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Rating: average average
INCI name
Alternative names
phenoxyethanolum, Phenoxethol, Phenoxylethanol
INCI function
The INCI function describes solely the purpose of a cosmetic ingredient. It does not reveal its actual effects and skin compatibility. You'll find these and other characteristics below.
  • Rating: bad Less recommended
  • Rating: average Sensibilisierungshäugfigkeit selten
  • Rating: good Prevents the development of microorganisms in cosmetics

Studies, literature and statements on Phenoxyethanol

  • Springer Lexikon Kosmetik, page 322

    Synthetic preservative. Less recommended.

  • Wikipedia

    Phenoxyethanol wirkt bakterizid und wird in dermatologischen Produkten, wie z. B. Hautcreme, als Konservierungsstoff verwendet, wofür die Kosmetikverordnung eine Konzentration bis 1 % gestattet.

  • Alles-zur-Allergologie

    Typ IV-Kontaktallergen

    Sensibilisierungshäufigkeit sehr selten, Sensibilisierungspotenz sehr schwach.

    Phenoxyethanol (PE) ist ein Antiseptikum und Desinfektionsmittel mit mäßigem antibakteriellem Wirkungsspektrum (insbesondere gegen gram-negative Bakterien). Es wird daher entweder in hohen Konzentrationen oder in Kombination mit anderen Wirkstoffen eingesetzt, z.B. mit Dibromdicyanobutan im Euxyl K 400. Industriell wird PE als Lösungsmittel für Celluloseacetat, Tinten, Harze sowie als Fixateur in der Parfüm- und Seifenindustrie eingesetzt. Allergologische Relevanz

    Im Hinblick auf die langjährige (Erstsynthese 1894) und die breite Verwendung, u.a. auch im Bereich von Entzündungsherden, sowie aufgrund der seltenen Berichte über Sensibilisierungen wird die Sensibilisierungspotenz als schwach eingestuft.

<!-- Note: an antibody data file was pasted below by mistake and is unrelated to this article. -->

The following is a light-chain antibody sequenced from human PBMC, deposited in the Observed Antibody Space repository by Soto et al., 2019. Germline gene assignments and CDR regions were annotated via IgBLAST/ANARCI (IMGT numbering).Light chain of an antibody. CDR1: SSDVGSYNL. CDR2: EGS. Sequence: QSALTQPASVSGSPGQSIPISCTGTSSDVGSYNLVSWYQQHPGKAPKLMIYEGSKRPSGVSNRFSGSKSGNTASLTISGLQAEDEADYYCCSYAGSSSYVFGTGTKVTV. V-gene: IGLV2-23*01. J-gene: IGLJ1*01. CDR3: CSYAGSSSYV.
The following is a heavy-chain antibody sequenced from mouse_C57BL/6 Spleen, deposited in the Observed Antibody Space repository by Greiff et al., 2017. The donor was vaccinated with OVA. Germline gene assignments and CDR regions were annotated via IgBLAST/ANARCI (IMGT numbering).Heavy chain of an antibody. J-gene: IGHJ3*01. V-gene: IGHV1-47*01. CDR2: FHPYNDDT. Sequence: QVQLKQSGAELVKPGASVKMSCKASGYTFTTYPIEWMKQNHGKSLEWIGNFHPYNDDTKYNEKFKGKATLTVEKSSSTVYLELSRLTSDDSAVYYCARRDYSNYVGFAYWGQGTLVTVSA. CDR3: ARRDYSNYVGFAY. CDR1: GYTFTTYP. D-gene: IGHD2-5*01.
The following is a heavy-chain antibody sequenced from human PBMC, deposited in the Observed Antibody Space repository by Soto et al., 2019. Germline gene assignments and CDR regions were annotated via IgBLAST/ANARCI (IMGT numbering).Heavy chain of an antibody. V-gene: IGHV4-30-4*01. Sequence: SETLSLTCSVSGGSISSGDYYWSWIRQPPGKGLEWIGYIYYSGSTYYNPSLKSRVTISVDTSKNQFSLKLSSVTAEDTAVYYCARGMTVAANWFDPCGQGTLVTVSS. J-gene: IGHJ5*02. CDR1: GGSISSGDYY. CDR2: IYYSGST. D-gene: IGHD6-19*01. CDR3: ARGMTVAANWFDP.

Beschrieben wurden kürzlich 2 Fälle einer Kontakturtikaria nach Applikation von Phenoxyethanol-haltigen Kosmetika. Positive Testergebnisse fanden sich dabei in der Epikutan-Testung in der Ablesung nach 20 Minuten sowie im Pricktest auf Euxyl K400 und Phenoxyethanol, negativ blieb Dibromdicyanobutan.


    Phenoxyethanol ist eine ölige, leicht viskose Flüssigkeit mit einem schwachen rose-Geruch. In der Kosmetik-und Körperpflegeprodukten wird Phenoxyethanol bei der Formulierung von Hautpflegeprodukten verwendet und kann auch in Augen Make-up, Düfte, Rouges, Stiftungen und Make-Basen, Lippenstift, Nagelhaut Weichmacher, Bade Seifen und Waschmitteln, Babyprodukte, Sonnencreme und Sonnenschutzmittel für Gesicht, Körper und Fuß gefunden werden.

    Die Sicherheit von Phenoxyethanol wurde von der Cosmetic Ingredient Review (CIR) Expert Panel beurteilt. Die CIR Expert Panel evaluiert die wissenschaftlichen Daten und hat festgestellt, dass Phenoxyethanol ein sicherer Kosmetik-Inhaltsstoff ist. Im Jahr 2007, als Teil der geplanten Neubewertung der Zutaten, als die CIR Expert Panel verfügbaren neuen Daten auf Phenoxyethanol und die obige Schlussfolgerung bestätigt.

    Warum ist es in Kosmetika und Körperpflegeprodukten verwendet?

    Phenoxyethanol verhindert oder verzögert das mikrobielle Wachstum und schützt somit Kosmetik und Körperpflege Produkte von Verderb. Es kann auch in Duftstoffen verwendet werden.

    Wissenschaftliche Fakten:

    Phenoxyethanol wird in der Regel für den gewerblichen Einsatz synthetisiert, aber es kann natürlich auch in Produkten, wie grünem Tee zu finden..

  • Kursbuch Kosmetik, page 99

    Cosmetics may not infect consumers. Therefore they must be preserved. Ain insufficiently protected preparation which might spoil can irritate the skin through the metabolic by-products of microbes. In addition, the destructive materials can release derivatives which are not tolerated by the skin.